The Paradox of Liberation, by Michael Walzer

November 17, 2015

Over his long career as a political philosopher, Michael Walzer has probed issues of power and truth, and he has kept in purview the moral-theological dimension of such questions from a perspective rooted in his own Jewish tradition. This modest volume was originally his Henry L. Stimson Lectures at Yale. The name of Stimson, secretary of war during World War II, suggests an urbane, unblinking, critical reflection on power as it is channeled through nation-states.

Walzer ad­dresses the interplay be­tween social revolutions that he regards as secular and reactive counterrevolutions that have deep roots in religious tradition. He weaves in and out among three case studies: the founding of the state of Israel, the emancipation of Algeria by the National Liberation Front, and the independence of India from the British Empire. Walzer knows most about the case of Israel, less about India, and least about Algeria. But his typology suggests that the same historical-­political dynamics operate in each case.

Walzer’s sympathies are all on the side of the liberation movements led by those he tags as militants. In each case cited, the liberation movement was led by people who had been schooled in the secular Enlightenment culture of the oppressors and who championed a form of liberation that could respond effectively to a context of oppression. In each case, however, that liberation was an imposition that lacked intimate contact with the culture of those whom the militants genuinely sought to liberate. And because each liberation was imposed from a perspective inimical to indigenous religious tradition and was not at all negotiated, the militants were regularly followed or responded to by “zealots” who championed old traditions and resisted many of the assumptions of the secular liberationists.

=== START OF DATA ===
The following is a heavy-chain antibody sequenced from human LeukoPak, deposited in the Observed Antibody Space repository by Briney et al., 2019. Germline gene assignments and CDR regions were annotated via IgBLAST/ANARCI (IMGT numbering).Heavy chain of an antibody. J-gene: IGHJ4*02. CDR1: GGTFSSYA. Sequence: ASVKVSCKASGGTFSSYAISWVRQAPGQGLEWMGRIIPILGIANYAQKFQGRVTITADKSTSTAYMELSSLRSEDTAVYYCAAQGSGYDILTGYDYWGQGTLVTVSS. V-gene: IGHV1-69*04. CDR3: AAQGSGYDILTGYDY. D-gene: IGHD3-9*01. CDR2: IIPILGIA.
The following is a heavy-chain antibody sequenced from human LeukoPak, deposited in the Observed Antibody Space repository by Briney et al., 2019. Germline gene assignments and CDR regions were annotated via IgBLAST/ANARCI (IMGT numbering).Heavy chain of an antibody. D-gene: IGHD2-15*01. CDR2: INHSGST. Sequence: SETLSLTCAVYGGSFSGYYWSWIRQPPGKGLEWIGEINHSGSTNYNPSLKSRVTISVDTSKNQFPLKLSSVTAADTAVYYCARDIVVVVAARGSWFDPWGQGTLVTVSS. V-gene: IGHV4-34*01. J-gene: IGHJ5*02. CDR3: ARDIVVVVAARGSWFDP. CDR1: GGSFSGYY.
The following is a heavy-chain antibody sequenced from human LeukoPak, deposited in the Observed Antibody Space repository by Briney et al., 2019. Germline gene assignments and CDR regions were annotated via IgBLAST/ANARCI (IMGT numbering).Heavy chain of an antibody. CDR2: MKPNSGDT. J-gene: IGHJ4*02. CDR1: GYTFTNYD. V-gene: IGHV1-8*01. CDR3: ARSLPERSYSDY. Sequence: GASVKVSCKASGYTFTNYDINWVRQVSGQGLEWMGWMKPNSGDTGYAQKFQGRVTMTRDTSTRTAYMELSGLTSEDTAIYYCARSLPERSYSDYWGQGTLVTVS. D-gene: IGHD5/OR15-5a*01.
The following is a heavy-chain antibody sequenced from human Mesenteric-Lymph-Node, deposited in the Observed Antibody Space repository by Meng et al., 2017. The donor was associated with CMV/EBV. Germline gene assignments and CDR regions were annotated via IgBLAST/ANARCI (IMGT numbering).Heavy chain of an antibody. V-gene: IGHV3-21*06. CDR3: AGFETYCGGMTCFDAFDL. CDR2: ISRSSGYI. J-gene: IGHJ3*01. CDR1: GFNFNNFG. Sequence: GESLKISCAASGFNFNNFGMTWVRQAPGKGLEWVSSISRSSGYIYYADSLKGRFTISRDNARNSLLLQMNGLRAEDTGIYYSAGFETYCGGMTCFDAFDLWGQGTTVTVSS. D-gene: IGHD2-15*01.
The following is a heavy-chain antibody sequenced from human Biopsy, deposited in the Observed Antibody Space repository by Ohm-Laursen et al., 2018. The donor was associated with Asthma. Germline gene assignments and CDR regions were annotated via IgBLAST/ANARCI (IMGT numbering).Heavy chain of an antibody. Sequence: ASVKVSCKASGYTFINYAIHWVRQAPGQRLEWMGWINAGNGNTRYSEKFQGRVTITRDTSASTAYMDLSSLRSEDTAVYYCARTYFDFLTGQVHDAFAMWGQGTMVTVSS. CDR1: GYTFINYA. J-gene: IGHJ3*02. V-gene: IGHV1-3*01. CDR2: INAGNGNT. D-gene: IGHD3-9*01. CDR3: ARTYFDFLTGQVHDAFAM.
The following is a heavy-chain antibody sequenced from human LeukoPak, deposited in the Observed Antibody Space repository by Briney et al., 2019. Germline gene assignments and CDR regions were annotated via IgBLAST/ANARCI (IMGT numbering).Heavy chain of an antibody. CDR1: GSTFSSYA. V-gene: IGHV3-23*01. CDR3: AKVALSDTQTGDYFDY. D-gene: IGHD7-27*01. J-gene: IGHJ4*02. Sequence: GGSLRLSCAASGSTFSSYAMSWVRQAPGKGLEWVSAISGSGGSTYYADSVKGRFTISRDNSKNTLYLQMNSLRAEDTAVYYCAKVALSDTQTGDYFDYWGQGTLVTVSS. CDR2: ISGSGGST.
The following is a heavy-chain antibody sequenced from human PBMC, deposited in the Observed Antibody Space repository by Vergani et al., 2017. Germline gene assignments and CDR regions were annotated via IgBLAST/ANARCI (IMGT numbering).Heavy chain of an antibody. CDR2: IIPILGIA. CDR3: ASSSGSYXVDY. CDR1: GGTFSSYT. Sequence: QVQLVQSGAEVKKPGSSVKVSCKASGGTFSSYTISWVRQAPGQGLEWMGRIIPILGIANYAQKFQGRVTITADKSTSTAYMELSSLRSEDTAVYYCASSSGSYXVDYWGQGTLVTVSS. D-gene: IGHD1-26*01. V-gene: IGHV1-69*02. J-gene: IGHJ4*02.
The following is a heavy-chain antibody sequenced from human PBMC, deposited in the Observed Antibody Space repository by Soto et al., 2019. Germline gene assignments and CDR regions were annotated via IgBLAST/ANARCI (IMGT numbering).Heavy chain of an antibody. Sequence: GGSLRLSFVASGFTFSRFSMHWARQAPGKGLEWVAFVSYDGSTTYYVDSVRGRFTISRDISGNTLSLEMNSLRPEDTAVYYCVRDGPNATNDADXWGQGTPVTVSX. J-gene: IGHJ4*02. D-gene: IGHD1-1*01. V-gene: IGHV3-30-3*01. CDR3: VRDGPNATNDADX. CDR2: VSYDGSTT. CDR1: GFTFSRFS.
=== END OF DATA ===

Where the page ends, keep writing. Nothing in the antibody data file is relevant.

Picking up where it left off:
In the case of the founding of Israel, Walzer judges that the founding “Zion­ism was, and could only be, the creation of people who were hostile to Judaism.” The secularists had to fight against a Judaism that from the time of the exile had become adaptive to captivity and submissively cooperative with imperial overlords. That propensity to adaptation had to be overcome if there was to be energy and courage for independence. In Israel the response of the zealots has been in the form of ultraorthodoxy, with a political aggressiveness among the “settlers,” who are deeply committed to the old religious claims concerning the land of promise.

On two counts Walzer’s presentation presents difficulties. First, the categories of secular and religious are slippery. As he knows, there is a latent religious element even in the secular movements, so his argument serves best in a heuristic way. Second, I suppose because the essays were originally presented as lectures, they are informal to the point of breeziness, which makes the argument sometimes difficult to follow.